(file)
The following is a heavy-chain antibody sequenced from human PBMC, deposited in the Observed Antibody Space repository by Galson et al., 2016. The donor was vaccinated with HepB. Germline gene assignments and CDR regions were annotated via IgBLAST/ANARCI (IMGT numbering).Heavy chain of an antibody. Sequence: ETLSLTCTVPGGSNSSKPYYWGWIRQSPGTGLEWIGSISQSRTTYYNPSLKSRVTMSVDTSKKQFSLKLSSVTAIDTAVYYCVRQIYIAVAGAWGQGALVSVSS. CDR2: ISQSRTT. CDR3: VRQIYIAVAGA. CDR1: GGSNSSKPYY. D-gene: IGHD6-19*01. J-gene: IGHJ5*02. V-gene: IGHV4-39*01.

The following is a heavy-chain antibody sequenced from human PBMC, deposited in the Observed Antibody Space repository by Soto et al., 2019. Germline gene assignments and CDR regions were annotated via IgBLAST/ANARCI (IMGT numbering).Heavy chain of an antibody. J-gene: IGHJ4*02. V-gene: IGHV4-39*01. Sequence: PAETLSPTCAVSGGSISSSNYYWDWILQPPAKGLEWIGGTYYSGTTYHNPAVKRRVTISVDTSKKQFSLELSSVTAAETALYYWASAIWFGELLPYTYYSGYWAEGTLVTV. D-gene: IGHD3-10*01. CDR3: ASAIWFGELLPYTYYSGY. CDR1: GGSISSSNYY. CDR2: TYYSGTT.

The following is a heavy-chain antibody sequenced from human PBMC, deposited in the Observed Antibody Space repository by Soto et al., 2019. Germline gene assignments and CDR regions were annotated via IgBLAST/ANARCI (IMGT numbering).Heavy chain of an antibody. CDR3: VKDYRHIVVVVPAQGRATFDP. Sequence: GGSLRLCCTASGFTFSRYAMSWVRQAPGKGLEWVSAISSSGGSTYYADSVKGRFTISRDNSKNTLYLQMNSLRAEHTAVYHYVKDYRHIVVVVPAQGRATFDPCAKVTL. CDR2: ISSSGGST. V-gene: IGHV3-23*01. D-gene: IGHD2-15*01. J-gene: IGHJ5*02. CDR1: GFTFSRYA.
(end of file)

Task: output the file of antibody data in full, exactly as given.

The following is a heavy-chain antibody sequenced from human PBMC, deposited in the Observed Antibody Space repository by Galson et al., 2016. The donor was vaccinated with HepB. Germline gene assignments and CDR regions were annotated via IgBLAST/ANARCI (IMGT numbering).Heavy chain of an antibody. Sequence: ETLSLTCTVPGGSNSSKPYYWGWIRQSPGTGLEWIGSISQSRTTYYNPSLKSRVTMSVDTSKKQFSLKLSSVTAIDTAVYYCVRQIYIAVAGAWGQGALVSVSS. CDR2: ISQSRTT. CDR3: VRQIYIAVAGA. CDR1: GGSNSSKPYY. D-gene: IGHD6-19*01. J-gene: IGHJ5*02. V-gene: IGHV4-39*01.

The following is a heavy-chain antibody sequenced from human PBMC, deposited in the Observed Antibody Space repository by Soto et al., 2019. Germline gene assignments and CDR regions were annotated via IgBLAST/ANARCI (IMGT numbering).Heavy chain of an antibody. J-gene: IGHJ4*02. V-gene: IGHV4-39*01. Sequence: PAETLSPTCAVSGGSISSSNYYWDWILQPPAKGLEWIGGTYYSGTTYHNPAVKRRVTISVDTSKKQFSLELSSVTAAETALYYWASAIWFGELLPYTYYSGYWAEGTLVTV. D-gene: IGHD3-10*01. CDR3: ASAIWFGELLPYTYYSGY. CDR1: GGSISSSNYY. CDR2: TYYSGTT.

The following is a heavy-chain antibody sequenced from human PBMC, deposited in the Observed Antibody Space repository by Soto et al., 2019. Germline gene assignments and CDR regions were annotated via IgBLAST/ANARCI (IMGT numbering).Heavy chain of an antibody. CDR3: VKDYRHIVVVVPAQGRATFDP. Sequence: GGSLRLCCTASGFTFSRYAMSWVRQAPGKGLEWVSAISSSGGSTYYADSVKGRFTISRDNSKNTLYLQMNSLRAEHTAVYHYVKDYRHIVVVVPAQGRATFDPCAKVTL. CDR2: ISSSGGST. V-gene: IGHV3-23*01. D-gene: IGHD2-15*01. J-gene: IGHJ5*02. CDR1: GFTFSRYA.